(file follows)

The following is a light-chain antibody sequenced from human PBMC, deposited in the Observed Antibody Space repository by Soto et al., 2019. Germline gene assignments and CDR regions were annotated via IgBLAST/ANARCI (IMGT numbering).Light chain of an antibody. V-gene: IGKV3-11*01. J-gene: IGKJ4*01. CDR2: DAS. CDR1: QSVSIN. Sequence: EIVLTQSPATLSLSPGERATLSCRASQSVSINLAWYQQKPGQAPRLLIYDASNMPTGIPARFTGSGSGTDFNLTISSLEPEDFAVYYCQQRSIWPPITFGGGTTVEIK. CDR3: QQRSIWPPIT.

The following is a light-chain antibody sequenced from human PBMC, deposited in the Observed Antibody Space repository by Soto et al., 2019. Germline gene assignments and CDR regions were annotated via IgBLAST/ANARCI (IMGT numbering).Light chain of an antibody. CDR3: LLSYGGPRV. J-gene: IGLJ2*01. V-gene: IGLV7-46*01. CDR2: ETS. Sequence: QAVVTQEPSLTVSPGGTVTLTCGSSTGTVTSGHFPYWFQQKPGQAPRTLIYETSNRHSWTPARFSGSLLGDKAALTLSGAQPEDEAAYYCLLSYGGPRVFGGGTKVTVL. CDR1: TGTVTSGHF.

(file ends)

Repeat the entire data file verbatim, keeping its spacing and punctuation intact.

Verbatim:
The following is a light-chain antibody sequenced from human PBMC, deposited in the Observed Antibody Space repository by Soto et al., 2019. Germline gene assignments and CDR regions were annotated via IgBLAST/ANARCI (IMGT numbering).Light chain of an antibody. V-gene: IGKV3-11*01. J-gene: IGKJ4*01. CDR2: DAS. CDR1: QSVSIN. Sequence: EIVLTQSPATLSLSPGERATLSCRASQSVSINLAWYQQKPGQAPRLLIYDASNMPTGIPARFTGSGSGTDFNLTISSLEPEDFAVYYCQQRSIWPPITFGGGTTVEIK. CDR3: QQRSIWPPIT.

The following is a light-chain antibody sequenced from human PBMC, deposited in the Observed Antibody Space repository by Soto et al., 2019. Germline gene assignments and CDR regions were annotated via IgBLAST/ANARCI (IMGT numbering).Light chain of an antibody. CDR3: LLSYGGPRV. J-gene: IGLJ2*01. V-gene: IGLV7-46*01. CDR2: ETS. Sequence: QAVVTQEPSLTVSPGGTVTLTCGSSTGTVTSGHFPYWFQQKPGQAPRTLIYETSNRHSWTPARFSGSLLGDKAALTLSGAQPEDEAAYYCLLSYGGPRVFGGGTKVTVL. CDR1: TGTVTSGHF.